When it comes to creating your first monthly budget as newlyweds, it can easily end up in heated arguments and unnecessary fights.
That’s why today, we want to help you create a monthly budget that not only works for your marriage but one you can both stick to.
Note: This article is an excerpt taken from our newlyweds’ book, First Year of Marriage: The Newlywed’s Guide to Building a Strong Foundation and Adjusting to Married Life.
Why you need a monthly budget
As a newly married couple, it is essential you create a budget that will help you and your spouse to achieve your financial goals.
Even if you don’t combine your finances (we recommend you do), creating a budget for your money is highly beneficial.
A budget will help you to direct where your money goes, and how you spend it, and how much you save, before it disappears.
To know where, when, and what we spend money on, are some of the important reasons why we decided to create a monthly budget after getting married.A budget will help you to direct where your money goes, and how you spend it before it disappears.Click To Tweet
Benefits of creating a monthly budget
By doing a budget and agreeing on your finances together, you will connect with each other in ways you never imagined.
Becuase the process of coming up with a budget and agreeing on finances with your spouse sets you up to work together as a team towards your financial goals.
In addition, it will open lines of communication that would not be there otherwise, and strengthen intimacy in your marriage by keeping you on the same page, sharing the financial burden and learn to communicate through the tough stuff.
Being united with your finances will help you build a strong foundation for your marriage and help you grow together!
A monthly budget will help you to:
» Improve your communication skills about money.
» Set financial goals and achieve them together.
» Identify areas where you are not using your money wisely.
» Become financially disciplined.
» Reduces the chances of having money fights.
» Reduces money stress, achieve financial goals by helping you to stay focused.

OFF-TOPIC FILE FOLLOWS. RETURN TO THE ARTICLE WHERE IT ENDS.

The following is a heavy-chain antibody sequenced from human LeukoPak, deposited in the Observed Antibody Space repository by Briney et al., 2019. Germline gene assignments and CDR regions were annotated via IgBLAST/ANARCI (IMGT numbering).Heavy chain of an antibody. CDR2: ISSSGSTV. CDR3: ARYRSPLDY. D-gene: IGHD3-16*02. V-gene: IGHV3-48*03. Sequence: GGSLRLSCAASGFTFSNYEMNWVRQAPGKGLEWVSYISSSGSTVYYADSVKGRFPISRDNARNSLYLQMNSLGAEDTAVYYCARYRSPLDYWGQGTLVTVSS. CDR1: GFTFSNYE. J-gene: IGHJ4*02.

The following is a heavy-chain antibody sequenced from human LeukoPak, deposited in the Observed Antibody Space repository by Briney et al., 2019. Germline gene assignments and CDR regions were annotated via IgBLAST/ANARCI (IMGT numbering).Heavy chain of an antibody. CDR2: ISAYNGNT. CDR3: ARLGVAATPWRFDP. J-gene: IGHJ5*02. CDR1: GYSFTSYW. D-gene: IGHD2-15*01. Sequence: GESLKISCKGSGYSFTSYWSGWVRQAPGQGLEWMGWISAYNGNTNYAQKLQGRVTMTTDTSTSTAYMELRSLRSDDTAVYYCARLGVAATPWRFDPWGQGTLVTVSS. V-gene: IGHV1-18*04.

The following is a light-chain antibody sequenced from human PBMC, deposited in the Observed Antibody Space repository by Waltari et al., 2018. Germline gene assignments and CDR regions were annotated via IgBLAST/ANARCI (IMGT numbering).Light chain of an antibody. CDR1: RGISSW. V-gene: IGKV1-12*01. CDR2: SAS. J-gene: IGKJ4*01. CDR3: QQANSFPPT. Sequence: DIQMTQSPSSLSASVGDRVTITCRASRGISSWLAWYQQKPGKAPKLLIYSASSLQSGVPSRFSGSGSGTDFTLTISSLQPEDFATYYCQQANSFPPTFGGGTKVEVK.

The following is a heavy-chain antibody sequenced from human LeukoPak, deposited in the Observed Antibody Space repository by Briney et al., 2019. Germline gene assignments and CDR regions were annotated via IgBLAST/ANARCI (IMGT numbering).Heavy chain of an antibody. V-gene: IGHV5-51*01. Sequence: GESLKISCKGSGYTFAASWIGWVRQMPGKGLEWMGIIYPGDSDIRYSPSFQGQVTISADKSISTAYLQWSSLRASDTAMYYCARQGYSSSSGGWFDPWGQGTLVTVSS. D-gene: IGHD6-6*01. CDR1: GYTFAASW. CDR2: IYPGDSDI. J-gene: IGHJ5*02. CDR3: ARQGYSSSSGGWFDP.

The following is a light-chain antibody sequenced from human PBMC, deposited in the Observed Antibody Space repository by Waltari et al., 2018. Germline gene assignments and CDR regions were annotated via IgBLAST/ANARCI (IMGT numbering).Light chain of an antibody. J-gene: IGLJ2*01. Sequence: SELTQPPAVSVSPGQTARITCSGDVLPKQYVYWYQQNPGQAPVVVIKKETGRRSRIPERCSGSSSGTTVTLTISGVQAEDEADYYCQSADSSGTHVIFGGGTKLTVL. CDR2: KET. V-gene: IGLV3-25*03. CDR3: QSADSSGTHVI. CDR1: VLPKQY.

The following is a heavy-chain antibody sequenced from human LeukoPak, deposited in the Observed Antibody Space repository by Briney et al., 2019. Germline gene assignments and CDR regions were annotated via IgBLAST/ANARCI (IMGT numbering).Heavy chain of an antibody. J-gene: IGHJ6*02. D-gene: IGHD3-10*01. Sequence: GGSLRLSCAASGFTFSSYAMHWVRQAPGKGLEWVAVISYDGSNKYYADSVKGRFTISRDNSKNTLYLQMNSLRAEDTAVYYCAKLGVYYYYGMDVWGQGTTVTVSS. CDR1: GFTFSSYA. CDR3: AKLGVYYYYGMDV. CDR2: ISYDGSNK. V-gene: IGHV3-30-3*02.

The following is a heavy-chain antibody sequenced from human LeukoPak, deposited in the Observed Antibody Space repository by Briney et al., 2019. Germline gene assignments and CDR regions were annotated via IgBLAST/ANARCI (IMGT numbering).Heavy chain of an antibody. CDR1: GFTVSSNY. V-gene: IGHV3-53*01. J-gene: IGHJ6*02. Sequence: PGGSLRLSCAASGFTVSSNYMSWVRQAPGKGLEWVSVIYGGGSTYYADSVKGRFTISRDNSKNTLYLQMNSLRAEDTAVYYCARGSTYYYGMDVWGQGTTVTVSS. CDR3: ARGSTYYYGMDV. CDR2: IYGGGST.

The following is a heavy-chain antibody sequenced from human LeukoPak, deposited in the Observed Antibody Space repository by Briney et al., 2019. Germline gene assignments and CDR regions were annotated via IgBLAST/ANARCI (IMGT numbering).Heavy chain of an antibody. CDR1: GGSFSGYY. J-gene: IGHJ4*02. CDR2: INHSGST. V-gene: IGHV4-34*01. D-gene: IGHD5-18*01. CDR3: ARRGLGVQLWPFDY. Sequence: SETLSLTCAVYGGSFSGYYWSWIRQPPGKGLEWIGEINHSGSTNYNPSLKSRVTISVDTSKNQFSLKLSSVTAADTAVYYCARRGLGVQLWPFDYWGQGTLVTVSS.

» Plan ahead.
» And grow together in your marriage.
The above list is not all of the benefits a budget will provide for your marriage. And depending on your marriage and family, some of the benefits will be direct while others will be indirect.
A sample list of monthly expenses for a newlywed’s budget will include:
» Home: Rent or mortgage bill.
» Food: Groceries, lunches, and eating out.
» Utilities: Electric, heat, water, telephone etc.
» Health: Health insurance, gym, prescriptions, supplements, co-pays etc.
» Education: College expenses, tuition, books, supplies etc.
» Personal fun money.
» Investments, savings, retirement accounts, 401K, IRA etc.
» Entertainment: Netflix, Hulu, movies, date nights, etc.
» Debt: Student loans, credit cards, car payment etc.
» Miscellaneous. Gifts for events during the month, and room for unexpected events that will happen during the month.
» Transportation: gas, car insurance, oil change, tire rotations, general car maintenance, inspections etc.
Use this list of expenses as a starting point because your monthly expenses will probably be differ.
How to create a monthly budget after marriage in 8 simple steps
Sit down with open minds and begin the process of doing your monthly budget. Discuss why you need a budget for your marriage or family and the benefits of having one.
Talk about something fun that you want to do and your end goal. This is where being debt free, buying a house, traveling, and retiring early comes in.
Knowing all your current source(s) of income is essential. So identify all your sources of income for the month.